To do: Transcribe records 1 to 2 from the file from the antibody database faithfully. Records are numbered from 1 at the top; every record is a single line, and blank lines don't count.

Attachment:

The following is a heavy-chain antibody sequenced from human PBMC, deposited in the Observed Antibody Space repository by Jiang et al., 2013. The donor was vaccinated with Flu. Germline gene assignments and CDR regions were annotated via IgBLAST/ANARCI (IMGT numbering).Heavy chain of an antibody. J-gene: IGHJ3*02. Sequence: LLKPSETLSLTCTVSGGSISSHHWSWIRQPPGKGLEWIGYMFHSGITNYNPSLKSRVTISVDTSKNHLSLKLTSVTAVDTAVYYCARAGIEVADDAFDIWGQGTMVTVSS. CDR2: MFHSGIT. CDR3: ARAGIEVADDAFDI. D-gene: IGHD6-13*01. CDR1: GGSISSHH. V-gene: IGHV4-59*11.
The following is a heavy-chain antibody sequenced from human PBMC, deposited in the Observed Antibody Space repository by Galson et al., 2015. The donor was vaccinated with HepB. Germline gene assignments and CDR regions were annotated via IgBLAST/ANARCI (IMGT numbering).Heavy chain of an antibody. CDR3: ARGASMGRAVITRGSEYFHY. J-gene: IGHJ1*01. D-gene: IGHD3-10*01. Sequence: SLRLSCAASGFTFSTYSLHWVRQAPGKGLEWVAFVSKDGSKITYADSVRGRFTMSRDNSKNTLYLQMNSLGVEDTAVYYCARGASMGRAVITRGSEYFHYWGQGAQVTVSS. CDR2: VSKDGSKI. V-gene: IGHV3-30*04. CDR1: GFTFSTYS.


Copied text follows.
The following is a heavy-chain antibody sequenced from human PBMC, deposited in the Observed Antibody Space repository by Jiang et al., 2013. The donor was vaccinated with Flu. Germline gene assignments and CDR regions were annotated via IgBLAST/ANARCI (IMGT numbering).Heavy chain of an antibody. J-gene: IGHJ3*02. Sequence: LLKPSETLSLTCTVSGGSISSHHWSWIRQPPGKGLEWIGYMFHSGITNYNPSLKSRVTISVDTSKNHLSLKLTSVTAVDTAVYYCARAGIEVADDAFDIWGQGTMVTVSS. CDR2: MFHSGIT. CDR3: ARAGIEVADDAFDI. D-gene: IGHD6-13*01. CDR1: GGSISSHH. V-gene: IGHV4-59*11.
The following is a heavy-chain antibody sequenced from human PBMC, deposited in the Observed Antibody Space repository by Galson et al., 2015. The donor was vaccinated with HepB. Germline gene assignments and CDR regions were annotated via IgBLAST/ANARCI (IMGT numbering).Heavy chain of an antibody. CDR3: ARGASMGRAVITRGSEYFHY. J-gene: IGHJ1*01. D-gene: IGHD3-10*01. Sequence: SLRLSCAASGFTFSTYSLHWVRQAPGKGLEWVAFVSKDGSKITYADSVRGRFTMSRDNSKNTLYLQMNSLGVEDTAVYYCARGASMGRAVITRGSEYFHYWGQGAQVTVSS. CDR2: VSKDGSKI. V-gene: IGHV3-30*04. CDR1: GFTFSTYS.